I needed bigger income and right when I needed it, Ninong Rene contacted me. He was offering me an IT job and this time it was P20,000 (440 USD). I grabbed the job and went to work.

After a few months working on my new job, the company started to go downhill and it was once more time to move on.

Providence is good. This time another friend, Reine Sison-Gagno whom I met through Benj referred me to another company – a US based one called Distributed Website Corporation. Instead of giving me a fixed salary, I was to be paid based on the number of hours I work but I took it anyway for the following reasons:

  • I work from home. I get to spend more time with my family and no more time wasted traveling to and from work.
  • I work at my own pace. Not that I became a slacker but I love working at my own hours.
  • I get paid in US dollars.

Cool huh? And my hourly rate? Let’s just say it was higher than my previous hourly rate. I had to level up plus this is a US company. I think they may have thought that my hourly rate is really cheap anyway.

An added bonus to this was I was able to give some extra work to some of my friends whenever DWC needed a quick non-programming job done.

By the way, by this time I was no longer thin and bushy haired. I was fat (blame it to working from home) and Evelyn made sure I always looked handsome.

I then moved on to do a big freelancing project (referred by Benj) but since it’s a freelance job, the good life ended when the project was done.

2007… Once again, I was in limbo then Reine contacted me again. She said a company in Makati is looking for IT people. Once more, I crafted a single page résumé and went in for a job interview.

This is where I met Tracy Childers. He was head of the development team and he was the one interviewing me. Heck, I was being interviewed by an American face-to-face and all I had was a one-page résumé? Like, REALLY?

He asked me to do a test project for him and that he’d hire me if I can do it.

Guess what? I did it and landed the job.

But as all life stories go, we have good parts and sad parts.

The good part, we had our third baby, Jae.

The sad part, the company I was working for started laying off some people and they thought the IT department has to go.

Good thing Tracy took me under his wing and hired me as a contractor for his company Athens Dev where I did whatever web development job he needed me to do. I get to feed my family again.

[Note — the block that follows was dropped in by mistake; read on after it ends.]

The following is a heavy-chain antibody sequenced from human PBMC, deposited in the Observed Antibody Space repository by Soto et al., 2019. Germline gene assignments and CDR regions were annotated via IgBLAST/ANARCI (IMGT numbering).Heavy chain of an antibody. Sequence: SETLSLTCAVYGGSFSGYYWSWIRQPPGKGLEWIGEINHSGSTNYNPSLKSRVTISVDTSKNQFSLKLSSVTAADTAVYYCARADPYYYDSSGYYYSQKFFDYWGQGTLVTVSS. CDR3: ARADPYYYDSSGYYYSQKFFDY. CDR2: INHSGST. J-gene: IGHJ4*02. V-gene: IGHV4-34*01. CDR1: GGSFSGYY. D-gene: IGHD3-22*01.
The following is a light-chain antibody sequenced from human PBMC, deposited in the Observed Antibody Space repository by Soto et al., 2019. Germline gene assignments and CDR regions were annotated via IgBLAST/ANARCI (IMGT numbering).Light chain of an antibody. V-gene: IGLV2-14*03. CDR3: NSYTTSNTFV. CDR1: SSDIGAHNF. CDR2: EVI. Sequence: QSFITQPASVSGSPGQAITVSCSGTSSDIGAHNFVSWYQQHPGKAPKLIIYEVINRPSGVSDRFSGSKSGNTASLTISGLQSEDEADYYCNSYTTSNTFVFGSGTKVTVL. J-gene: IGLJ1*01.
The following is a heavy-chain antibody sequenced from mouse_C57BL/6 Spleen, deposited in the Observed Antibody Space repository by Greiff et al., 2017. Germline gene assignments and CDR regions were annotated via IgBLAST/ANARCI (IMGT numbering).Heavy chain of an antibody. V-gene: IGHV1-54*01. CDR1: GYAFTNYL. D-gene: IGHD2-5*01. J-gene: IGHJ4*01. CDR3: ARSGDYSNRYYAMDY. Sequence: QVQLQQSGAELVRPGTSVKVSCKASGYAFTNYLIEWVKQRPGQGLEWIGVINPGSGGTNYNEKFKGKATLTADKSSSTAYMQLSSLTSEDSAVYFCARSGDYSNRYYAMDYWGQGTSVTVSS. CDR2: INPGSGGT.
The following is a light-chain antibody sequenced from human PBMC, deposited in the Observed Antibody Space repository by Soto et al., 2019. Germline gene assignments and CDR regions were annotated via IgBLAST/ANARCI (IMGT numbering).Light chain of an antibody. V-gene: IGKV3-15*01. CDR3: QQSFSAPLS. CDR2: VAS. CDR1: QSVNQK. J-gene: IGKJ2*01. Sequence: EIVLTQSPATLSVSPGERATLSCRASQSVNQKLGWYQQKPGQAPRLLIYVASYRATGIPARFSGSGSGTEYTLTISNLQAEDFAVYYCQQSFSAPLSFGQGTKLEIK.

Tracy then told me that he and his partner Stu McLaren had a project where I had to do a WordPress plugin that will convert a WordPress site into a membership site. They ended up calling it WishList Member.

2010… Stu and Tracy then visited me here in the Philippines and over a cup of latte in Starbucks, they asked me if I wanted to be not just their lead developer but their business partner.

I said yes.

Stu, Mike and Tracy c.2010

WishList Products business partners – from left to right: Stu McLaren, Mike Lopez, Tracy Childers

Obviously this is a very long blog post to answer a simple question but I hope you liked it and saw my point. People accept low-paying jobs because they need it either to pay their bills or to acquire knowledge. Perhaps it was the best paying job that would hire them at the time.

In my case, my first need was a job that will let me be the independent person that I want to be and that small computer shop in Lagro Quezon City met that need. From there my needs grew and so did my goals (getting married, kids, etc) and therefore I had to move on.

Hadn’t I accepted my Ninong Rene’s offer, I wouldn’t have sharpened my computer skills and most probably ended in a totally different path. That simple offer took me directly to where I am today, a part business owner of none other than WishList Products.

We mostly make our choices based on our needs. Once the needs are met, we begin to make choices based on our wants. So whether the salary being offered is small or high doesn’t really matter.

Ready to pop

4th baby coming and daddy’s ready for it.

2014… Evelyn is a few days away to giving birth to our fourth baby and I think it’s time once more to level up. This time I won’t be looking for another job nor would I be focusing on salaries. I’m a businessman after all.

Do you have a story similar to mine? Are you in a low-paying job right now or did you once work for one? Share you story in the comments section below. We’d all love to hear it.

3 Responses to Why People Accept Low Paying Jobs and Why I Once Did It

  1. John Morris says:

    Awesome story. I think it’s the same no matter where you’re from. When I started out, I did projects for free for a lot of years. Part of it was I knew I needed the experience… but a big part of it was also fear. When I finally started charging I started at $25/hour… which was a good wage for most jobs but pretty low for a coder in the U.S.

    It didn’t take long before my confidence grew and I was charging $50/hour… then $90/hour… then finally started charging by project and currently charge $5K a site.

    All that to say… I believe you’re right that a big part of it is needing the money… but I think another big factor is confidence.

    That’s why I always advise new coders to start taking clients as soon as possible and charging right away. It’s the only real way to grow your confidence… by actually doing it.

    Again, great post. I’ve heard bits and pieces of the story but nice to hear it all together.

  2. Jay says:

    This is really an inspiring rag to riches story Sir Mike especially in our industry. I hope I can tell you mine someday which is a bit longer. But I’m still starting in this game.

  3. Benj Arriola says:

    It’s easy to figure out if a person you are talking to is smart or not. I knew Mike was smart after a few conversations. So no doubt he will get places.